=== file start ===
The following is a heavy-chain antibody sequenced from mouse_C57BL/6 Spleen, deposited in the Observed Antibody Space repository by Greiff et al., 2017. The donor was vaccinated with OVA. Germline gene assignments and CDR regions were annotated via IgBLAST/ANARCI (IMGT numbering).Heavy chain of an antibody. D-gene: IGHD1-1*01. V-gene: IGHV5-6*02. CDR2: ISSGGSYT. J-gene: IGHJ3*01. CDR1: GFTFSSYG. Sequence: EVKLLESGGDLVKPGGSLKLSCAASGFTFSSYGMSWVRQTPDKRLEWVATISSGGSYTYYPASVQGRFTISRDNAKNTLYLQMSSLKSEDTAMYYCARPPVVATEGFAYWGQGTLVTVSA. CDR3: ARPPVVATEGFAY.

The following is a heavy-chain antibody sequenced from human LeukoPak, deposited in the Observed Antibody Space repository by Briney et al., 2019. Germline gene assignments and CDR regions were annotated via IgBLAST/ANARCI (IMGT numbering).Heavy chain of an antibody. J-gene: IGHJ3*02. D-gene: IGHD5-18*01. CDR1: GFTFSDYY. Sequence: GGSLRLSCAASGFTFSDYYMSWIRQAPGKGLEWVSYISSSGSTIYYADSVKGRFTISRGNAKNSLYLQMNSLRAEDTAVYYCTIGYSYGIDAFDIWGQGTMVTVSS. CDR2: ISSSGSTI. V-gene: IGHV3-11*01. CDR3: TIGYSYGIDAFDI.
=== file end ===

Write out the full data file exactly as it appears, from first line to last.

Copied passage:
The following is a heavy-chain antibody sequenced from mouse_C57BL/6 Spleen, deposited in the Observed Antibody Space repository by Greiff et al., 2017. The donor was vaccinated with OVA. Germline gene assignments and CDR regions were annotated via IgBLAST/ANARCI (IMGT numbering).Heavy chain of an antibody. D-gene: IGHD1-1*01. V-gene: IGHV5-6*02. CDR2: ISSGGSYT. J-gene: IGHJ3*01. CDR1: GFTFSSYG. Sequence: EVKLLESGGDLVKPGGSLKLSCAASGFTFSSYGMSWVRQTPDKRLEWVATISSGGSYTYYPASVQGRFTISRDNAKNTLYLQMSSLKSEDTAMYYCARPPVVATEGFAYWGQGTLVTVSA. CDR3: ARPPVVATEGFAY.

The following is a heavy-chain antibody sequenced from human LeukoPak, deposited in the Observed Antibody Space repository by Briney et al., 2019. Germline gene assignments and CDR regions were annotated via IgBLAST/ANARCI (IMGT numbering).Heavy chain of an antibody. J-gene: IGHJ3*02. D-gene: IGHD5-18*01. CDR1: GFTFSDYY. Sequence: GGSLRLSCAASGFTFSDYYMSWIRQAPGKGLEWVSYISSSGSTIYYADSVKGRFTISRGNAKNSLYLQMNSLRAEDTAVYYCTIGYSYGIDAFDIWGQGTMVTVSS. CDR2: ISSSGSTI. V-gene: IGHV3-11*01. CDR3: TIGYSYGIDAFDI.